Titled after the rapper's middle name, SYRE finds Jaden Smith striving toward artistic maturity, searching for his own voice with often impressive results. As his first official full-length, there are enough high points to foreshadow exciting potential, while the moments that don't land as smoothly simply illustrate that Smith is willing to take risks. Released soon after his sister Willow's debut, SYRE is also a coming-of-age journey that finds the son of Will and Jada processing the pains wrought by personal romantic drama and tackling wide-reaching social issues, from the prison industrial complex to misogyny in the hip-hop world. Influenced by Kanye West, SYRE shares the sensitivity and frustration of 808s & Heartbreak, while at the same time reaching for the grandeur of My Beautiful Dark Twisted Fantasy ("Icon") and flirting with the messiness of Life of Pablo ("U"). He even channels "Black Skinhead" on the propulsive standout "Watch Me." Although Smith still has quite a way to go before he reaches West levels, SYRE is a satisfying collection of inspired production and thoughtful lyrics. After the expansive four-song intro "B," "L," "U," and "E" -- a thematic exploration that summarizes SYRE's spirit -- Smith launches straight into "Breakfast," an old-school, Wu-Tang-sounding collaboration with A$AP Rocky. On one of many key moments throughout SYRE, Willow joins her brother on the atmospheric "Hope," which finds Smith searching for positivity in the face of society's many ills. "Falcon," the third highlight in a row, features Raury on a house-inflected throbber that is a pure thrill. The heart of the album -- "Ninety" and "Lost Boy" -- is an intense two-song voyage that spans nearly 17 minutes. Smith pines for his soulmate, declaring that he's after her mind and not just her body. His attempts to rise above typical hip-hop misogyny are admirable, however clunky in lyrical execution. He revisits this theme on "Rapper," where he goes on a Lil Uzi Vert triplet streak, repeating "Hundred grand no misogyny/Hundred grand for monogamy." Elsewhere, Smith takes cues from other prominent figures in the hip-hop world, whether it's Drake on the "Jumpman" update "Batman," or Run the Jewels on the menacing "The Passion." Fans of Post Malone, Kid Cudi, Big Sean, and Playboi Carti should also find enough to appreciate on the stylistically diverse SYRE. As a debut, it has enough standout moments to pique interest in a future when Smith could stand toe to toe with his many inspirations.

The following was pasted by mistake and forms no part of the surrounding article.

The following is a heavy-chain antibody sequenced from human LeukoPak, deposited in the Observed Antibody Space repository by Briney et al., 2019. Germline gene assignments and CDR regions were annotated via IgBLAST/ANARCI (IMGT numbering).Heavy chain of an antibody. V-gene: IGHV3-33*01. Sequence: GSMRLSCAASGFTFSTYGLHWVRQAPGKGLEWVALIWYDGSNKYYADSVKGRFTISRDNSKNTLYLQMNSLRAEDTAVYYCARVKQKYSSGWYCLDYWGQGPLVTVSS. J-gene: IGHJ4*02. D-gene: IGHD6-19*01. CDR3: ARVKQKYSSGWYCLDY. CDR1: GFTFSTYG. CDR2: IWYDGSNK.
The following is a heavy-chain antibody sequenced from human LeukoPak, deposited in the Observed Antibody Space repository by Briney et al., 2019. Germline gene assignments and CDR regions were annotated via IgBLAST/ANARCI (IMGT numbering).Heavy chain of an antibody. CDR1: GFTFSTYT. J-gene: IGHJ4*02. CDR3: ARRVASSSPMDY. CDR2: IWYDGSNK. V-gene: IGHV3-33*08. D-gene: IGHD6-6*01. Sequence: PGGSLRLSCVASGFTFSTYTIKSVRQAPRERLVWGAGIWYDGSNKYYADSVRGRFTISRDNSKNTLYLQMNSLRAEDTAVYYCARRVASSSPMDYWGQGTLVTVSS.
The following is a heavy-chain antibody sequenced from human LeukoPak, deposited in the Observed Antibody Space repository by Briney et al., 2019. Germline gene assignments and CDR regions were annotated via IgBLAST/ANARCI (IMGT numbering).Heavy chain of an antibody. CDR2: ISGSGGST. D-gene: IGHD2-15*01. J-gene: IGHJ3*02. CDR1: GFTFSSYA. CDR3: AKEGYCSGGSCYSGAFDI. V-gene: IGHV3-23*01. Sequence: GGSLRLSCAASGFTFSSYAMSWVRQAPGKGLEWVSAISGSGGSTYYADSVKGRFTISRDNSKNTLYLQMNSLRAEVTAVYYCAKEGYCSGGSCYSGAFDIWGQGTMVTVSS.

AllMusic Review by Neil Z. Yeung